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Clayton Rulli's  Instablog

Clayton Rulli
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Has 14 years of investment experience. Holds Bachelors Degree in Business and minor in Economics. Holds special interest in options trading and hedging strategies utilizing options. The best way to contact Clay is here at SA messaging.
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  • Protecting Your IRA's Gains: Sleeping Easy In 2014

    With the close of a very successful 2013 right around the corner, it could be time to safeguard your holdings and lock in some profits you so valiantly earned this year. The closing of the year could be risky, as sometimes ETF's and money managers rebalance holdings or take advantage of tax advantages. Not only that, but 2014 is certainly a blank canvas in regards to Fed policy, and there are some that claim the market is due for a correction.

    So I ask, why be greedy? And no, I'm not proclaiming to "sell sell sell" your gloriously green holdings. I'm not even saying "take half off the table", as I think the market could continue running higher. You know what they say, don't fight the tape! All I'm simply saying is take a small part of your juicy and relatively abnormal gains you hopefully earned this year, and apply them towards guaranteeing a relatively risk averse 2014.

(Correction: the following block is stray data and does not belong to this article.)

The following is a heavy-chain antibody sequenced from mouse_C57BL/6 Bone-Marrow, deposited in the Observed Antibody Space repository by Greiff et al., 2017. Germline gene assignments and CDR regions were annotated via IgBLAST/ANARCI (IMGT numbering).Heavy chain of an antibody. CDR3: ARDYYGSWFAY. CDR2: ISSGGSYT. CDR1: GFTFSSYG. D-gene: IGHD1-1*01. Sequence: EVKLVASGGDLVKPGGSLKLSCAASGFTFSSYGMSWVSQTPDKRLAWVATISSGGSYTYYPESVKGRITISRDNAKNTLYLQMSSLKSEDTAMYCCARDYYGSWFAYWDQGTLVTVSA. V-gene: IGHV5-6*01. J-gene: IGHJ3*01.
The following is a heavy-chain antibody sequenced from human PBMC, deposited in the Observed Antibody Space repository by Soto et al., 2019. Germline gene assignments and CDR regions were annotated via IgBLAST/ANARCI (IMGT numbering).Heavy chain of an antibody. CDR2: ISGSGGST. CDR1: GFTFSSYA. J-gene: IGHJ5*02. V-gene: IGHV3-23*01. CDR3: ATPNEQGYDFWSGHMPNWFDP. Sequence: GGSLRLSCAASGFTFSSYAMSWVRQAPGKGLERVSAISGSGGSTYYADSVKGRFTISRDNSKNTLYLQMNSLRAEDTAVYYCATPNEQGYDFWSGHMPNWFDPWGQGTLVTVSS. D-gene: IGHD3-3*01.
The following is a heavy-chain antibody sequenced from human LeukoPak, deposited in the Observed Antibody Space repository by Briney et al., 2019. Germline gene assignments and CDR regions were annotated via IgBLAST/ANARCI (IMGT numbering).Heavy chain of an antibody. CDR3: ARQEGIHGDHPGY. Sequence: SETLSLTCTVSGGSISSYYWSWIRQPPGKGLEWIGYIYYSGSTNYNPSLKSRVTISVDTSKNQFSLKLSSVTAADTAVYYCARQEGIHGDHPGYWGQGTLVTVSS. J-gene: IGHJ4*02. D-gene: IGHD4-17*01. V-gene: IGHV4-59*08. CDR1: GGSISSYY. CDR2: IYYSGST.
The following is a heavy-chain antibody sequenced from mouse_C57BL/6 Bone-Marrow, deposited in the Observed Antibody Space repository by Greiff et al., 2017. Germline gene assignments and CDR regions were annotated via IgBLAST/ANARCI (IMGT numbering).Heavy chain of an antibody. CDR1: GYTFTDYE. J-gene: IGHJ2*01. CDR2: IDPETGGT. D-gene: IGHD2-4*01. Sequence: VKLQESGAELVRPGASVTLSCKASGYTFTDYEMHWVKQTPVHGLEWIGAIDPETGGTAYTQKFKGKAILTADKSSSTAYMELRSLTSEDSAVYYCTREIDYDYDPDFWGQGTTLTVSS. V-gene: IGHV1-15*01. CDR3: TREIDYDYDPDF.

Take your IRA for example. You probably have one or two dividend ETF's in there, right? For example, imagine you've owned 100 shares of the Schwab U.S. Dividend Equity ETF, (NYSEARCA:SCHD) for all of 2013; you'd be up say 20% year to date, or roughly $600 on your initial $3,000 investment, without dividends. This is a nice gain, but why risk losing it in 2014? Moreover, why sell out now and risk additional gains? A simple solution is buy a long term put option to "lock in" a large portion of that hard earned money. For example, take a look at the July 2014 option chain to the right.